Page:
Living testament to the glory of the Mughal days, patron of palaces and tombs and the capital of India, New Delhi is all of this and more. Situated about 160 kms south of the Himalayas and on the west bank of the Yamuna River, a tributary of the Ganges, Delhi has the distinction of being the historic hub of politics.
Delhi is as modern or ancient as you want it to be. Today's Delhi is cosmopolitan, modern and fun-loving. With feasts for art and theatre lovers, concerts for the musically inclined and food that can make a gourmet cry with delight. Delhi is a place with something for everyone.
People from all parts of the country inhabit Delhi. There are different cultural pockets with Punjabi's being the most dominant section here. The most common languages spoken here besides English are Hindi, Punjabi and Urdu.
Population : Approx. 12 million
Climate : Delhi has a climate of extremes. The summer lasts from mid-March to the end of June, with average maximum and minimum temperatures of 36º C and 25º C respectively. The monsoons follow the hot summer, continuing till the end of September with an average rainfall of about 26 inches. The winter extends from late November to mid-February. The coldest month is January, when both the maximum and minimum temperatures are at their lowest - 21º C and 7º C respectively.
Best times to visit : October to March.
Places of Interest in Delhi
Also called the Lal Qila, the Red Fort is laid out along the river Yamuna as an irregular octagon. It is surrounded by a wall of about 2.4 kms in circumference and is built of red sandstone. The Mughal ruler Shah Jahan transferred his capital from Agra to Delhi and after nine years, the fort was completed in 1648. The fort has two main entrances, the Delhi Gate and the Lahori Gate.
Formerly the Vice-Regal Palace, it is the official residence of the President of India. This 340 rooms palace and its gardens cover an area of 330 acres. Special permission has to be obtained in advance to visit the Rashtrapathi Bhavan.
Jama Masjid, one of the largest mosques in India was built by Shah Jahan. The Masjid overlooks the old markets of the city that are massed around Chandni Chowk and stretches till the great Red Fort. Walking through this area can prove to be a trip down the times, where the flavor of old Mughal charm still lingers.
The emblem of Delhi, the 72.55 meter high Qutub Minar was erected in the 13th century by Qutub-Ud-Din Aibak. Within the complex is an Iron pillar, which has never rusted. This five-storied tower is visible from a distance of several kilometers. Which means that you could be visiting a lot of places in Delhi and the Qutub Minar stays with you.
Rajpath is worth a visit. Every January 26, the grand Republic Day Parade is held there. At one end, is the India Gate where the eternal flame burns to commemorate India's war heroes. At the other end is the Presidential Palace, the Rashtrapati Bhavan. On some days in early spring, visitors are allowed to wander around the building's famed Mughal Gardens.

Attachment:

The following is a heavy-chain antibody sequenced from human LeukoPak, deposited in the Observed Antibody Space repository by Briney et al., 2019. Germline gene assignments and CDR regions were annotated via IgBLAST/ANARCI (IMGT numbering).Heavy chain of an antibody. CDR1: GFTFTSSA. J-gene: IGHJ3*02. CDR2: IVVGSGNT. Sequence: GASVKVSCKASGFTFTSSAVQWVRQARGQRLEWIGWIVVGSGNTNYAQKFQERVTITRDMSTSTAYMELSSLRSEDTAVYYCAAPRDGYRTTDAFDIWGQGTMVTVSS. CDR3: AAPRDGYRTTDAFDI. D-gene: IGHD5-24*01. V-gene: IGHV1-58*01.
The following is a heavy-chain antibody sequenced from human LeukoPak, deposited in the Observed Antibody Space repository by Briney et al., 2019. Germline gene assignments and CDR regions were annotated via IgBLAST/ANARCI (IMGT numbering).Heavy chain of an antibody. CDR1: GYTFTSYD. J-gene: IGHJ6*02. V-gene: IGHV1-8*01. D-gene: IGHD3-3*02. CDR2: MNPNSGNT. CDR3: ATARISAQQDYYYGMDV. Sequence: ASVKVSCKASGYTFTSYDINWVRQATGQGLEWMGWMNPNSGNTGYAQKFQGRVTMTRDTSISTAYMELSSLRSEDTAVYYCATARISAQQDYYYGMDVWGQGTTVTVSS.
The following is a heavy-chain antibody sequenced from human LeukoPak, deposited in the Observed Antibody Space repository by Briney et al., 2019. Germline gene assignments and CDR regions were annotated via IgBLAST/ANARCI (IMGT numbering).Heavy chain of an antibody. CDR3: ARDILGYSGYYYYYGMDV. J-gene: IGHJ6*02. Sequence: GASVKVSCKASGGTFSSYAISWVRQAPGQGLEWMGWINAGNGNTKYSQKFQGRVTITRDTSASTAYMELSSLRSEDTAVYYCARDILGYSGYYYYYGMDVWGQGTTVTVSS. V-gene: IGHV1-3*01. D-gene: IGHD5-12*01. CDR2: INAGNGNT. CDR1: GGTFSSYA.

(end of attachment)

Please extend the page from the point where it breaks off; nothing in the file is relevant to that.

The hall of Public audiences is where the Emperor listened to the grievances of his subjects, settled disputes and generally dispensed justice.
The hall of Private audiences, a structure of white marble, is where the Emperor held private meetings and met dignitaries. The famous peacock throne, studded with precious stones, was in this hall before Nadir Shah carted it away to Iran.
Jantar Mantar is an observatory. About 300 years old, it can measure the movement of the earth and the stars. It is also a very peaceful park in the centre of town.
These beautiful gardens have majestic domed tombs of many Sayyid and Lodi Sultans. The well-kept gardens with fountains, ponds, flowering trees, blossoming shrubs and bushes are ideal places for joggers and those who seek solitude.
This massive 42m tall structure was built as a memorial to the 90,000 Indian soldiers who lost their lives in World War I. The structure has the names of the soldiers engraved on it. An eternal flame burns here in commemoration of the brave soldiers.
Haji Begum, the senior wife of Emperor Humayun built this mausoleum in the mid 16th century. The tomb is situated amidst avenues of trees, watercourses and flowerbeds. A magnificent example of refined early Mughal architecture, the structure harmoniously blends with nature.
This is the sixth city of Delhi. Located south-east of India Gate, it is one of the most prominent monuments in Delhi. Humayun started the fort's construction but Sher Shah, who drove him out from Delhi, completed the city during his own reign (1538-1545). The massive walls and huge gates were constructed by Humayun. The octagonal Shermandal and the Quila-i-Kuhran Masjid were built by Sher Shah.
Connaught Place is an upmarket shopping area designed by Edwin Lutyens who also designed the whole of New Delhi.
Special Festivals in Delhi
One of the most colourful events in New Delhi is Republic Day, celebrated on the 26th of January. This day epitomizes the idea of pomp and splendor, with parades and dances, speeches and floats from all over India. The Beating Retreat, which marks the end of celebrations on 29th January is a moving ceremony with military bands playing at Vijay Chowk. The national anthem seldom leaves a dry eye in the audience. The whole nation watches the televised celebrations. While most other festivals are celebrated, Diwali, the festival of lights and Baisakhi, a festival heralding the North Indian new year are the ones with the Delhi flavor.